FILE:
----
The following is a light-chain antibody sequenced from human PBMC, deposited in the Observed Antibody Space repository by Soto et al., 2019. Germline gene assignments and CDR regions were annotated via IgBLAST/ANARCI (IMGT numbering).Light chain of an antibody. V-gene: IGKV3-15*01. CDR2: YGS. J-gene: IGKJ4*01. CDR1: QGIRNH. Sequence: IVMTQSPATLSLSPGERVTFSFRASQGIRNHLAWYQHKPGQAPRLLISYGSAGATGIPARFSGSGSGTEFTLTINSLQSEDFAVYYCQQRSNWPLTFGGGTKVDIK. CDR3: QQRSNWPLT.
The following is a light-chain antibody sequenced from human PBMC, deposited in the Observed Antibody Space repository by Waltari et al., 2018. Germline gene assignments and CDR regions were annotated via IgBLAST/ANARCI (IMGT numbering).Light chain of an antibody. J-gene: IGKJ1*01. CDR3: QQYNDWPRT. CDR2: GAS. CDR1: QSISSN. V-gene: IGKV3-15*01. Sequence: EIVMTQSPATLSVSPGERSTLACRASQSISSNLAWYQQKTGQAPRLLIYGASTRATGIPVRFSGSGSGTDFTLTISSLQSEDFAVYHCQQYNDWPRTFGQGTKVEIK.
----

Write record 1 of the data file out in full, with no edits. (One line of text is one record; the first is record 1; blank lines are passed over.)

The following is a light-chain antibody sequenced from human PBMC, deposited in the Observed Antibody Space repository by Soto et al., 2019. Germline gene assignments and CDR regions were annotated via IgBLAST/ANARCI (IMGT numbering).Light chain of an antibody. V-gene: IGKV3-15*01. CDR2: YGS. J-gene: IGKJ4*01. CDR1: QGIRNH. Sequence: IVMTQSPATLSLSPGERVTFSFRASQGIRNHLAWYQHKPGQAPRLLISYGSAGATGIPARFSGSGSGTEFTLTINSLQSEDFAVYYCQQRSNWPLTFGGGTKVDIK. CDR3: QQRSNWPLT.